Calf has two old legs and two new legs
The 600-pound English Charolais calf was hot and tired. It had traveled three hours inside a trailer behind a pickup truck.
The calf was content to lie on the grass behind a building. A team of technicians worked on its hind legs.
When the calf known as Hero heard its name called, the 15-month-old gingerly got up. Unsteadily, it waddled away. It headed across a patch of concrete toward an snack of green shrubbery.
Hero became what may be the nation's only double-amputee calf with prosthetics. It was fitted for a new pair of high-tech devices attached to its back legs.
"I'm so proud," Hero's caretaker, Kitty Martin, exclaimed. "Look at you!"
It's the latest step in an effort that has taken Martin and the animal from Virginia. That's where she rescued it last year from an Augusta County farm where it succumbed to frostbite that claimed its hooves, to Texas. Animal surgeons at Texas A&M University treated Hero for several months and affixed the initial prosthetics that the calf now had outgrown.
Erin O'Brien is an orthotist and prosthetist for Hanger Inc., a firm that makes prosthetic limbs. She was among a team of about eight people working on the project for about two weeks.
"We did a lot of study of photos and video of cows just regular walking to see what it looks like and see if we can mimic that biomechanically," O'Brien said. "It's unusual, yes, but an opportunity."
Surgeons at Texas A&M removed about two inches of bone to enable them to create a pad of tissue that would allow for prosthetics.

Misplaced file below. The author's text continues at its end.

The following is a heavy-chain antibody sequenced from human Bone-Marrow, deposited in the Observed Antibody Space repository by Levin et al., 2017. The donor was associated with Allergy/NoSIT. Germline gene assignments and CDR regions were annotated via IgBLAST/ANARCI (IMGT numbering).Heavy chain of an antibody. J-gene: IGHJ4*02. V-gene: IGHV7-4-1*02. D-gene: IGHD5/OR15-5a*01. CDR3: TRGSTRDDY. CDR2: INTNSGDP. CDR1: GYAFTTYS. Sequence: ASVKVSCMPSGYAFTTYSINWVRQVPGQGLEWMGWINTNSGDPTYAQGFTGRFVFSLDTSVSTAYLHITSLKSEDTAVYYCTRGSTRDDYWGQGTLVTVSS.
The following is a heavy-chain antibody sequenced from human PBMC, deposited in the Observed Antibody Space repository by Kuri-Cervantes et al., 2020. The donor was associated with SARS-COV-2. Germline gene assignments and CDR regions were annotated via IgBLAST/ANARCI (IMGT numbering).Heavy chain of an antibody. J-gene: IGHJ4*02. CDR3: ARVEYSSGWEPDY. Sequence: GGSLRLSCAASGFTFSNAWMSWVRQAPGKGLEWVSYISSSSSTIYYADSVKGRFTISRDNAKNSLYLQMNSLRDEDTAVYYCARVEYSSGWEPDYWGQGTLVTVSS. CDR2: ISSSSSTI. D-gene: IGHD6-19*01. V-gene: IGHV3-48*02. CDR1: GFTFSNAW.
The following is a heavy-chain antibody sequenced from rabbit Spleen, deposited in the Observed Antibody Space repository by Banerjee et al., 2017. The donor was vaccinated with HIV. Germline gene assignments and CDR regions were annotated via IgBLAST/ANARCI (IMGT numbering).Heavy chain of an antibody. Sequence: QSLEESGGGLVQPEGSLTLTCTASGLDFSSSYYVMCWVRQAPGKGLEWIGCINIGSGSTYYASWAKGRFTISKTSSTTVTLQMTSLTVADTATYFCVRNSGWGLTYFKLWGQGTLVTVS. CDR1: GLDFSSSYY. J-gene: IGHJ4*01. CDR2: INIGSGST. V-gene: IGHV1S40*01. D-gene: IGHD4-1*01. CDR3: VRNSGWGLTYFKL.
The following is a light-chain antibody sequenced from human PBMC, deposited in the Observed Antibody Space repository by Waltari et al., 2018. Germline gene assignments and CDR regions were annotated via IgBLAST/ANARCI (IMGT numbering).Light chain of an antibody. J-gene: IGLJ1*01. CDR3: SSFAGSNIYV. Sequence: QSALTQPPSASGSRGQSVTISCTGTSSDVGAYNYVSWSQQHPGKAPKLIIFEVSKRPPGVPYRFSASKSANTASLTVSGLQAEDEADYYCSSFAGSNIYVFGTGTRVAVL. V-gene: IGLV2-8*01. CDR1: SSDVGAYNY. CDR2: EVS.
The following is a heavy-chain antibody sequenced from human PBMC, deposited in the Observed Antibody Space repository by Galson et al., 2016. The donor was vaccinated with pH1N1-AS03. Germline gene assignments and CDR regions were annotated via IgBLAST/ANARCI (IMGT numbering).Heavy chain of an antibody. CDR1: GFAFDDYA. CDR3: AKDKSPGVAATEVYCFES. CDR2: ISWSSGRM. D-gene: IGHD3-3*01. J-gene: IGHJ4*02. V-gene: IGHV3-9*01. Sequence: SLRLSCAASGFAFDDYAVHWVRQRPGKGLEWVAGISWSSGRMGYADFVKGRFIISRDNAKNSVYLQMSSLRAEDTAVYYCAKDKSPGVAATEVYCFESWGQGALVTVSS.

"Until I worked on him, I hadn't ever done it before. And I'd not heard of (prosthetics) before in a bovine," said Ashlee Watts, an equine orthopedic surgeon.
Martin figures she has spent nearly $40,000 to save the calf.
"I don't know how to explain it," she said. "I'm an animal rescuer. And he had everything against him."
Hero's hooves are custom made of urethane and titanium, the connecting components are titanium and carbon fiber and the sockets that attach to his legs are carbon fiber and acrylic resin. Martin and O'Brien declined to discuss the cost, but estimated that similar devices for humans go for between $4,000 and $8,000 apiece.
Hero's sockets are painted with black and white cow spots. "Holstein legs," O'Brien laughed.
"We like to customize legs to the person's personality," she said.
Martin, 53, a former veterinary technician and retired truck driver, hopes Hero will grow to 1,500 pounds. Hero can be a therapy animal for wounded veterans and special needs children.
"He's got a very bright future right now," Martin said.
Critical thinking challenge: The benefit to Hero is obvious, but what is the benefit to the people who performed this procedure?